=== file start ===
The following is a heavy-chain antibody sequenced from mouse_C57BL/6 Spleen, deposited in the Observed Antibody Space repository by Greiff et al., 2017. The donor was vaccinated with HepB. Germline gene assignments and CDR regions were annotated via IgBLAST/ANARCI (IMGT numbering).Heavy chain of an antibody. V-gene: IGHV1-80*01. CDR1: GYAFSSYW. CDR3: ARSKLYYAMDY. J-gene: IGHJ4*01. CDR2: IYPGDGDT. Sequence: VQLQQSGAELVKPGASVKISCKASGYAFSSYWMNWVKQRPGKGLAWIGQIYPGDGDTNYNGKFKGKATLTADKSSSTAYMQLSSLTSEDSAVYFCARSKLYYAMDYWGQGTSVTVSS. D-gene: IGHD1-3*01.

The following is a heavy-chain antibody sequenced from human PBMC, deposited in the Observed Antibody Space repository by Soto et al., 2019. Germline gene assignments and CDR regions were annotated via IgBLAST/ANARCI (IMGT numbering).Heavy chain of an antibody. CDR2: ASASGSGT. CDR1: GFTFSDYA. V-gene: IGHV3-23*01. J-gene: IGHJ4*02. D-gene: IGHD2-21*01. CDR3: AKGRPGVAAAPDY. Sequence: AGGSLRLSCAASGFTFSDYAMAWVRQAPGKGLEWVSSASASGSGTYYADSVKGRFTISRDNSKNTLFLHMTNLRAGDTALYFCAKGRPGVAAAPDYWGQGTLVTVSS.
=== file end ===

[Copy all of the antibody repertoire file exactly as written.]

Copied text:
The following is a heavy-chain antibody sequenced from mouse_C57BL/6 Spleen, deposited in the Observed Antibody Space repository by Greiff et al., 2017. The donor was vaccinated with HepB. Germline gene assignments and CDR regions were annotated via IgBLAST/ANARCI (IMGT numbering).Heavy chain of an antibody. V-gene: IGHV1-80*01. CDR1: GYAFSSYW. CDR3: ARSKLYYAMDY. J-gene: IGHJ4*01. CDR2: IYPGDGDT. Sequence: VQLQQSGAELVKPGASVKISCKASGYAFSSYWMNWVKQRPGKGLAWIGQIYPGDGDTNYNGKFKGKATLTADKSSSTAYMQLSSLTSEDSAVYFCARSKLYYAMDYWGQGTSVTVSS. D-gene: IGHD1-3*01.

The following is a heavy-chain antibody sequenced from human PBMC, deposited in the Observed Antibody Space repository by Soto et al., 2019. Germline gene assignments and CDR regions were annotated via IgBLAST/ANARCI (IMGT numbering).Heavy chain of an antibody. CDR2: ASASGSGT. CDR1: GFTFSDYA. V-gene: IGHV3-23*01. J-gene: IGHJ4*02. D-gene: IGHD2-21*01. CDR3: AKGRPGVAAAPDY. Sequence: AGGSLRLSCAASGFTFSDYAMAWVRQAPGKGLEWVSSASASGSGTYYADSVKGRFTISRDNSKNTLFLHMTNLRAGDTALYFCAKGRPGVAAAPDYWGQGTLVTVSS.